Eitches RW, Rachelefsky GS, Katz RM, Mendoza GR, and Siegel SC. Methyl-prednisolone and troleandomycin in treatment of steroid-dependent asthmatic children. Am. J. Dis. Child. 1985; 139:264–268.PubMedGoogle Scholar
  62. 62.
    Mullarkey MF, Blumenstein BA, Andrade WP, Bailey GA, Olason I, and Wetzel CE. Methotrexate in the treatment of corticosteroid-dependent asthma. N. Engl. J. Med. 1988; 318:603–607.PubMedCrossRefGoogle Scholar
  63. 63.
    Mullarkey MF, Lammert JK, and Blumenstein BA. Long-term methotrexate treatment in corticosteroid-dependent asthma. Ann. Intern. Med. 1990; 112:577–581.PubMedCrossRefGoogle Scholar
  64. 64.
    Herman JJ, Noah ZL, and Moody RR. Use of isoproterenol for status asthmaticus in children. Crit. Care Med. 1983; 11:716–719.PubMedCrossRefGoogle Scholar
  65. 65.
    Fuglsang G, Pedersen S, and Bortstrom L. Dose-response relationships of intravenously administered terbutaline in children with asthma. J. Pediatr. 1989; 114:315–320.PubMedCrossRefGoogle Scholar
  66. 66.
    Bohn D, Kalloghlian A, Jenkins J, Edmonds J, and Barker G. Intravenous albuterol in the treatment of status asthmaticus in children. Crit. Care Med. 1985; 12:892–895.CrossRefGoogle Scholar
  67. 67.
    Virant FS. Chronic sinus disease in children. Pediatr. Asthma Allergy Immunol. 1988; 2:185–190.CrossRefGoogle Scholar
  68. 68.
    Towbin R and Dunbar JS. The paranasal sinuses in childhood. Radiographics 1982; 2:253.Google Scholar
  69. 69.
    Swischuk LE, Harden CK, and Dillard RA. Sinusitis in children. Radiographics 1982; 2:241.Google Scholar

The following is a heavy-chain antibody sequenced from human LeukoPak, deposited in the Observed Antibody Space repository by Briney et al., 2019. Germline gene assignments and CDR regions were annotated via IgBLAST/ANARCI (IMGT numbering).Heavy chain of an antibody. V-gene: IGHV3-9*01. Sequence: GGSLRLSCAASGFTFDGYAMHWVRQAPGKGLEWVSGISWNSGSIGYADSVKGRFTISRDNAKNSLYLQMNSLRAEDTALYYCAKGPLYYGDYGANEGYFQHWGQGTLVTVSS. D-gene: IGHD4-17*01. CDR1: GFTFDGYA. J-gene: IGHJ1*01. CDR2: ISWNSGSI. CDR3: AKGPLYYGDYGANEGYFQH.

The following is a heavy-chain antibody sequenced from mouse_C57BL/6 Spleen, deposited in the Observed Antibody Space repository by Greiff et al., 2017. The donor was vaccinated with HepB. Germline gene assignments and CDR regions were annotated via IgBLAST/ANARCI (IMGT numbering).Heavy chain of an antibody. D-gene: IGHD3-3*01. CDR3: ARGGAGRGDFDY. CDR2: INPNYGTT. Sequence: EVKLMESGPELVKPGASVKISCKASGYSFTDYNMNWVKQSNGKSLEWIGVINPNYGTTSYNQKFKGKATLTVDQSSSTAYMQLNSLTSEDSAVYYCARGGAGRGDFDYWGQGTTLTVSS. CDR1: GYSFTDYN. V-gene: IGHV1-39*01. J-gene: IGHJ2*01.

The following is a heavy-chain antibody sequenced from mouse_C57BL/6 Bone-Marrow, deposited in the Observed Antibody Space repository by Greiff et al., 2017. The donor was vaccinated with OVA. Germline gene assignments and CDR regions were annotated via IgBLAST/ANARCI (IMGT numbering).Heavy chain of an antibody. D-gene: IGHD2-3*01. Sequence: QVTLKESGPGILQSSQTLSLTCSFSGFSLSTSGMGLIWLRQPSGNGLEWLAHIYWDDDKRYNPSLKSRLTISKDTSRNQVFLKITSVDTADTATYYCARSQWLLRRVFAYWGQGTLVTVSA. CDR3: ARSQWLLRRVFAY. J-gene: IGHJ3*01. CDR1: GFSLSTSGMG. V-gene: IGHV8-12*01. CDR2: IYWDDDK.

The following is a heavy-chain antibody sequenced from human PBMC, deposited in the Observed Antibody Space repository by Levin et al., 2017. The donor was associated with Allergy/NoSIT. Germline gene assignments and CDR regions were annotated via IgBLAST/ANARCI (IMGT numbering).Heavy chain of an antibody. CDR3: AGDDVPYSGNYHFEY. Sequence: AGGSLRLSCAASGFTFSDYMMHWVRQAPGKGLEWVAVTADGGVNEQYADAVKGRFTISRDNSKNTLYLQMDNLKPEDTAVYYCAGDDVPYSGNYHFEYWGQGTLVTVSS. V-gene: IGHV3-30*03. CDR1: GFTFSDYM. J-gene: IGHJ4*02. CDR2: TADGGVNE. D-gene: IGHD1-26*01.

70. 70.
    Tinkelman DG and Silk H. Clinical and bacteriologie features of chronic sinusitis in children. Am. J. Dis. Child. 1989; 143:938.PubMedGoogle Scholar
  71. 71.
    Goldenhersh MJ, Rachelefsky GS, Dudley J, et al. The microbiology of chronic sinus disease in children with respiratory allergy. J. Allergy Clin. Immunol. 1990; 85:1030.PubMedCrossRefGoogle Scholar
  72. 72.
    Rachelefsky GS, Katz RM, and Siegel SC. Chronic sinus disease with associated reactive airway disease in children. Pediatrics 1984; 73:526–529.PubMedGoogle Scholar
  73. 73.
    Virant FS. Increasing rate of asthma mortality. Clin. Adv. Asthma 1990; 1(4):4–11.Google Scholar
  74. 74.
    Wilson AF. Aerosol dynamics and delivery systems, in Drug Therapy for Asthma (Jenne JW and Murphy S, eds.), Marcel Dekker, New York, 1987; pp. 389–412.Google Scholar
  75. 75.
    Shim C and Williams MH. The adequacy of inhalation of aerosol from the canister nebulizers. Am. J. Med. 1980; 69:891–894.PubMedCrossRefGoogle Scholar
  76. 76.
    Newman SP, Pavia D, and Clarke SW. Simple instructions for using pressurized aerosol bronchodilators. J. R. Soc. Med. 1980; 73:776–779.PubMedGoogle Scholar
  77. 77.
    McNabb WL, Wilson-Pessano SR, Hughes GW, and Scamagas P. Self-management education of children with asthma. Am. J. Public Health 1985; 75(10): 1219–1220.PubMedCrossRefGoogle Scholar
  78. 78.
    Lewis CE, Rachelefsky GS, Lewis MA, de la Sota A, and Kaplan M. A randomized trial of A.C.T. (asthma care training) for kids. Pediatrics 1984; 74:478–486.PubMedGoogle Scholar
  79. 79.
    Hindi-Alexander MC and Croop GJA. Evaluation of a family asthma program. J. Allergy Clin. Immunol. 1984; 74:505–510.PubMedCrossRefGoogle Scholar
  80. 80.
    Virant FS and Shapiro GG. Current asthma pharmacotherapy. Hosp. Formul. 1991; 26:379–395.Google Scholar
  81. 81.
    National Heart, Lung, and Blood Institute. Air wise: self management of asthma through individual education. NIH publication No. 85-2363. Bethesda, MD, 1984.Google Scholar
  82. 82.
    National Heart, Lung, and Blood Institute. Living with asthma: Part 1: Manual for teaching parents the self-management of childhood asthma: Part 2: Manual for teaching children the self-management of asthma. NIH publication No. 85-2364. Bethesda, MD, 1984Google Scholar

Copyright information

© The Humana Press Inc. 1994

Authors and Affiliations

  • Frank S. Virant
    • 1
  • Gail G. Shapiro
    • 1
  1. 1.University of Washington School of MedicineSeattleUSA

Personalised recommendations